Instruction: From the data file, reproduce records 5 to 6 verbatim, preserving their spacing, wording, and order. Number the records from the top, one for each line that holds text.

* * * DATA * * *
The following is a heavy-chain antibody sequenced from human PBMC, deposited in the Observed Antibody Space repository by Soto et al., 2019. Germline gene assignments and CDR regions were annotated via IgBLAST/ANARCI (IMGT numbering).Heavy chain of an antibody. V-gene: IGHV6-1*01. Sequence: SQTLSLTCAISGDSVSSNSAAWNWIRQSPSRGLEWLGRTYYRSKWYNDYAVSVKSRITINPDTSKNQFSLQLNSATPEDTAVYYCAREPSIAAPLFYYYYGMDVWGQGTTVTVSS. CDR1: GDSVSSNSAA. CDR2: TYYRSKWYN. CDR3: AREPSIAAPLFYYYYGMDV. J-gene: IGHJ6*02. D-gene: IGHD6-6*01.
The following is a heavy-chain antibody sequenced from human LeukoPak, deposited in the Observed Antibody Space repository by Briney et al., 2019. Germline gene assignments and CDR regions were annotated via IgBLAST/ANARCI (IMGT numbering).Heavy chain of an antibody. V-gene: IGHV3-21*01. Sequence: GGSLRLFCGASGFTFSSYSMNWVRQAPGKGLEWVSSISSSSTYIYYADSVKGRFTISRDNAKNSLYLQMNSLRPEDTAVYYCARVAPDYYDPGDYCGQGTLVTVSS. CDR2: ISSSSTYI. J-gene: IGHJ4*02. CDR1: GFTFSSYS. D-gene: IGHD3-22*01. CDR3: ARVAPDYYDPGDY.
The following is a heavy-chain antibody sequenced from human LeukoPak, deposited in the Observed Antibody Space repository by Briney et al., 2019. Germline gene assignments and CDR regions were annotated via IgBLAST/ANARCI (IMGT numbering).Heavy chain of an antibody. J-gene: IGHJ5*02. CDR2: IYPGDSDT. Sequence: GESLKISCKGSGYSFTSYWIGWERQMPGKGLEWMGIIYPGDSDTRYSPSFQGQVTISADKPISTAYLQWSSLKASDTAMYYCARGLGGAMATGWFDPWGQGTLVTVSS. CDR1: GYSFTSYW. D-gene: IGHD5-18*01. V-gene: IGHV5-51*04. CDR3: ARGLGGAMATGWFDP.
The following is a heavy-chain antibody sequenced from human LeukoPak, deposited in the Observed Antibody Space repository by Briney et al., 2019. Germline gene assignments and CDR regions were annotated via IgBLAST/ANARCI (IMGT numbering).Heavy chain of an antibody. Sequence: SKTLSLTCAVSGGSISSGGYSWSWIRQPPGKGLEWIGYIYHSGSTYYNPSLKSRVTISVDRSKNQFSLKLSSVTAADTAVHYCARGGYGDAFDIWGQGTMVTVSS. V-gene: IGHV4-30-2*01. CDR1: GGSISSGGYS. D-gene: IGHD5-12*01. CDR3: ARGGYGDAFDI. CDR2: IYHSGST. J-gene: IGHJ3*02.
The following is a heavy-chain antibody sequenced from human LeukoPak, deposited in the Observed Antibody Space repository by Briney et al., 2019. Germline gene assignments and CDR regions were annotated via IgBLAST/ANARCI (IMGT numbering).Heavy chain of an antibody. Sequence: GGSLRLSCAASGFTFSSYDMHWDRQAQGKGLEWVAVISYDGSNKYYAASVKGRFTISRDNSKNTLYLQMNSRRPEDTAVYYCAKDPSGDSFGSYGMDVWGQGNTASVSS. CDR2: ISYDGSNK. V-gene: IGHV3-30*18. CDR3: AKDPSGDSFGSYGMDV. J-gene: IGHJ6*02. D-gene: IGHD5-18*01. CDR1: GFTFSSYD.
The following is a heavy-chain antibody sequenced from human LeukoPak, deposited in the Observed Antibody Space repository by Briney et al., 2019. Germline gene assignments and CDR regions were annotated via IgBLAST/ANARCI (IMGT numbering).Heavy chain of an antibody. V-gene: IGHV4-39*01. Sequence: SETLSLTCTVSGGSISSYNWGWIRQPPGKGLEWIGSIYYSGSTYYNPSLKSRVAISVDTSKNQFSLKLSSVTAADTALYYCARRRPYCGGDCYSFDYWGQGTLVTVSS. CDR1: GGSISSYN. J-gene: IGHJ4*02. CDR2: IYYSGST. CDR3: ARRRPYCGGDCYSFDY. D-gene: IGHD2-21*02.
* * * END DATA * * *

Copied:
The following is a heavy-chain antibody sequenced from human LeukoPak, deposited in the Observed Antibody Space repository by Briney et al., 2019. Germline gene assignments and CDR regions were annotated via IgBLAST/ANARCI (IMGT numbering).Heavy chain of an antibody. Sequence: GGSLRLSCAASGFTFSSYDMHWDRQAQGKGLEWVAVISYDGSNKYYAASVKGRFTISRDNSKNTLYLQMNSRRPEDTAVYYCAKDPSGDSFGSYGMDVWGQGNTASVSS. CDR2: ISYDGSNK. V-gene: IGHV3-30*18. CDR3: AKDPSGDSFGSYGMDV. J-gene: IGHJ6*02. D-gene: IGHD5-18*01. CDR1: GFTFSSYD.
The following is a heavy-chain antibody sequenced from human LeukoPak, deposited in the Observed Antibody Space repository by Briney et al., 2019. Germline gene assignments and CDR regions were annotated via IgBLAST/ANARCI (IMGT numbering).Heavy chain of an antibody. V-gene: IGHV4-39*01. Sequence: SETLSLTCTVSGGSISSYNWGWIRQPPGKGLEWIGSIYYSGSTYYNPSLKSRVAISVDTSKNQFSLKLSSVTAADTALYYCARRRPYCGGDCYSFDYWGQGTLVTVSS. CDR1: GGSISSYN. J-gene: IGHJ4*02. CDR2: IYYSGST. CDR3: ARRRPYCGGDCYSFDY. D-gene: IGHD2-21*02.